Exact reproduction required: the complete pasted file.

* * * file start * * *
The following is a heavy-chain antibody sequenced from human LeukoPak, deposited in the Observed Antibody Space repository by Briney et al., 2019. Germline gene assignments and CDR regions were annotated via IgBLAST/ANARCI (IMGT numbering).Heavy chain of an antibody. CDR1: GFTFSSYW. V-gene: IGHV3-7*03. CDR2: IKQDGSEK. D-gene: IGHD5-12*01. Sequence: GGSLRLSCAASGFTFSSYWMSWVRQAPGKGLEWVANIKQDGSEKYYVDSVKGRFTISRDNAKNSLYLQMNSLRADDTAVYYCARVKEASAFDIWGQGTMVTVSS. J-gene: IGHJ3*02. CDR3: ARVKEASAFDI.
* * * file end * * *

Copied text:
The following is a heavy-chain antibody sequenced from human LeukoPak, deposited in the Observed Antibody Space repository by Briney et al., 2019. Germline gene assignments and CDR regions were annotated via IgBLAST/ANARCI (IMGT numbering).Heavy chain of an antibody. CDR1: GFTFSSYW. V-gene: IGHV3-7*03. CDR2: IKQDGSEK. D-gene: IGHD5-12*01. Sequence: GGSLRLSCAASGFTFSSYWMSWVRQAPGKGLEWVANIKQDGSEKYYVDSVKGRFTISRDNAKNSLYLQMNSLRADDTAVYYCARVKEASAFDIWGQGTMVTVSS. J-gene: IGHJ3*02. CDR3: ARVKEASAFDI.